Blood did not act alone. In fact, she was part of a much larger organization. In 1828, the Infant School Society of Boston organized several schools that accepted children between the ages of 18 months and four years between the hours of “6 A.M. to 7 P.M. in the summer and from 8 A.M. to 5 P.M. in the winter.” The schools provided an “eminent service, both to parents and to children. By relieving mothers of a pan of their domestic cares, it would enable them to seek employment.” Providing care and daily activities ensured the children “would be removed from the unhappy association of want and vice, and be placed under better influences. . . .” (Infant School Society of Boston, 1828). (From: Emily D. Cahan, “Past Caring: A History of U.S. Preschool Care and Education for the Poor, 1820–1965,” (New York: National Center for Children in Poverty, Mailman School of Public Health Columbia University, 1989), 11.
In 1833, Blood moved to Jacksonville with her younger brother, Charles, a minister. According to one writer, Caroline “was a person of marked refinement and engaging manner, and was much given to hospitality. She was loyal to her convictions of duty and a worthy descendant of her many Puritan ancestors” (see William Richard Cutter, New England Families: Genealogical and Memorial, Vol. III (New York: Lewis Historical Publishing Company, 1914), 1150). Sources tell us that about this time, the JFA Trsutees and the members of the Ladies Association for the Education of Females hotly debated the appropriate ages of students at the JFA (by 1834, they opted to set the minimum age at 12). They also expressed concerns about the lack of preparation for younger students. Once in Jacksonville, Blood must have been privy to these conversations and worked with Crocker and Ayres to help remedy the problem. Unfortunately, Blood didn’t stay in Jacksonville long. In 1835, she married Rev. Julius A. Reed and the two moved frequently throughout their married lives. At the same time, the emergence of separate spheres ideology encouraged mothers to manage children’s early education in the home. According to Cahan, writers and educators increasingly warned of the dangers of separating mothers from their children and by the early 1830s, “the child’s home was deemed the most appropriate environment for early development, and the informed mother was deemed the best teacher” (12). The infant school movement fizzled by 1835, less than a decade after it began in the United States.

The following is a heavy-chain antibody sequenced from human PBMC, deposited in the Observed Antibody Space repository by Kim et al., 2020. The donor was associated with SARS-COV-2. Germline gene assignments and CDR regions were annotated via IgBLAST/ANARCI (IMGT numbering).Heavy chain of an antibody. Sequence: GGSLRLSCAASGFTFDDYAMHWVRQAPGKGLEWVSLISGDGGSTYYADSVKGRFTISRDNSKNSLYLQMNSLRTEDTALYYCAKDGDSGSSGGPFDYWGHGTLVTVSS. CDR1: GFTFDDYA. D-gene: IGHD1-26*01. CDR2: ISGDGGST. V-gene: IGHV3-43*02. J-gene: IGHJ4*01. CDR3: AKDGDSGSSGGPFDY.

So what we see in that ad from 1833 is more than just a woman trying to make her way. We see a woman, within the context of a short-lived national movement, making a difference in the lives of children and their parents. We see a group of citizens in Jacksonville who were willing to give a controversial idea a try. Like the creators of Sesame Street and modern early childhood education movements, teachers like Blood did not see themselves as babysitters, but actors hoping to remedy poverty.